Well it is getting close to the end of my shift, I will have to pick this back up tomorrow. I didn’t learn too much about the causes of misalignment, so I will have to do a little research on this (or call my instructor, which is easier). I know we are getting closer to people and system’s issues.
Also, by asking the ‘How Can’ question when exploring the physics of the failure (not just ‘Why), I can add more hypotheses. While ‘misalignment’ is one possibility causing bending fatigue, I know there could be more, but I may not be aware of them. This is when I ask my friends and the investigators, so I can learn as I go.
With my new ‘questioning attitude’ I will eventually come across why they bore a hole in the key way. I’m sure that had some type of stress impact that contributed to this failure.
If I keep drilling down in this logical, evidence-based manner, I will come across some poor decisions that were made. This doesn’t mean they were bad or incompetent people, often it just means they didn’t have accurate or enough information to make an informed decision.
Also, sometimes when we are pressured for more production, we have to take short-cuts. When I take a short cut and nothing bad happens, I will think that step obviously is not necessary, so I won’t do it anymore. Doing this, I create a new ‘practice’ (which is a deviation from an acceptable standard). They used a fancy research term for this scenario called ‘normalization of deviance’.
Since my boss watched me take the short cut to meet the production requirement, and didn’t say anything, it must be OK (in my mind). This is of course, until I take the same short cut and it causes a failure, then I will no longer be a ‘hero’…I will be a ‘zero and subject to discipline. Pretty hypocritical if you ask me, but that is life on the front lines!
My instructor told me it is more important to understand ‘Why’ someone felt they were making the right decision at the time, than who made the poor decision. It makes sense that if we understood the reasoning for the bad decision, we could correct the organizational systems and influences on the decision-makers. No one comes to work at my place, planning on making a poor decision that could cause harm to people or the process…we just have to figure out what they were thinking.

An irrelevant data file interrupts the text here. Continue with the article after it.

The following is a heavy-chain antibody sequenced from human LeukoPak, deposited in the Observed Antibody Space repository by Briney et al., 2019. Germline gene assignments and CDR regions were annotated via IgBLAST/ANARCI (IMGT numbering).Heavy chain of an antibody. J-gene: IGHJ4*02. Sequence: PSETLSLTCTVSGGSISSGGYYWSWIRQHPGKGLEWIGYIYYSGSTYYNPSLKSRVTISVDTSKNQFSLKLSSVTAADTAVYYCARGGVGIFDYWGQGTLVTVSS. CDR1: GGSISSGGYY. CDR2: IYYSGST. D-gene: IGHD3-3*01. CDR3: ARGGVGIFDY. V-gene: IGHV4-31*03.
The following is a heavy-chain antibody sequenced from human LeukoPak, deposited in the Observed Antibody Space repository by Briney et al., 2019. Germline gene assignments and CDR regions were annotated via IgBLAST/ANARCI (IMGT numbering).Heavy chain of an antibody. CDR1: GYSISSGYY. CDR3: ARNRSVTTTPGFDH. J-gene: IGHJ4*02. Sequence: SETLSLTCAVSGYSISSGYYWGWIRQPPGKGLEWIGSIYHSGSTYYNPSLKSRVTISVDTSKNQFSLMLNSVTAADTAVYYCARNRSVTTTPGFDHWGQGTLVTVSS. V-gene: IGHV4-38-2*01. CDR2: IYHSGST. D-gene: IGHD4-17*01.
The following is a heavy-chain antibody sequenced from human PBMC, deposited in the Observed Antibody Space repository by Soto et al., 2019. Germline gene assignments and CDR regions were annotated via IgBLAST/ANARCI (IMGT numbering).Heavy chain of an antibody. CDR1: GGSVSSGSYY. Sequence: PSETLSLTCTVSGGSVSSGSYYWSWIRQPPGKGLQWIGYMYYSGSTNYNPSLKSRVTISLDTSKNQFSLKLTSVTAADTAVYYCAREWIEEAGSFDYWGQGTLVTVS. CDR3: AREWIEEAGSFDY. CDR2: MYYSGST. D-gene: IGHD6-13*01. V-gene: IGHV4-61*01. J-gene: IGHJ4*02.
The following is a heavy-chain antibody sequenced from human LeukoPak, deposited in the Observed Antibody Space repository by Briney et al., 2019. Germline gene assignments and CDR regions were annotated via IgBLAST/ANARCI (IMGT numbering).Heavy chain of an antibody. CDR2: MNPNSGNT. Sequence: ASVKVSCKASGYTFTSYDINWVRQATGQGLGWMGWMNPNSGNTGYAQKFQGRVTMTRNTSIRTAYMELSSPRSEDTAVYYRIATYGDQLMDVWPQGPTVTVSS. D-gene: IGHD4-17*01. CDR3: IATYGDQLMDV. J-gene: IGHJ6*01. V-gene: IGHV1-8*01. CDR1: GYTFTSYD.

For those interested in learning more about the workshops I took on this really interesting and fun topic, just visit their website and you can become a ‘manufacturing detective’ also. I can’t wait until the lead investigator picks up these parts and reviews my logic tree (despite the coffee stains on my paper towel), to see if I made the correct assessment of the failed surface!
About the Author
Robert (Bob) J. Latino is former CEO of Reliability Center, Inc. a company that helps teams and companies do RCAs with excellence. Bob has been facilitating RCA and FMEA analyses with his clientele around the world for over 35 years and has taught over 10,000 students in the PROACT® methodology.
Bob is co-author of numerous articles and has led seminars and workshops on FMEA, Opportunity Analysis and RCA, as well as co-designer of the award winning PROACT® Investigation Management Software solution. He has authored or co-authored six (6) books related to RCA and Reliability in both manufacturing and in healthcare and is a frequent speaker on the topic at domestic and international trade conferences.
Bob has applied the PROACT® methodology to a diverse set of problems and industries, including a published paper in the field of Counter Terrorism entitled, “The Application of PROACT® RCA to Terrorism/Counter Terrorism Related Events.”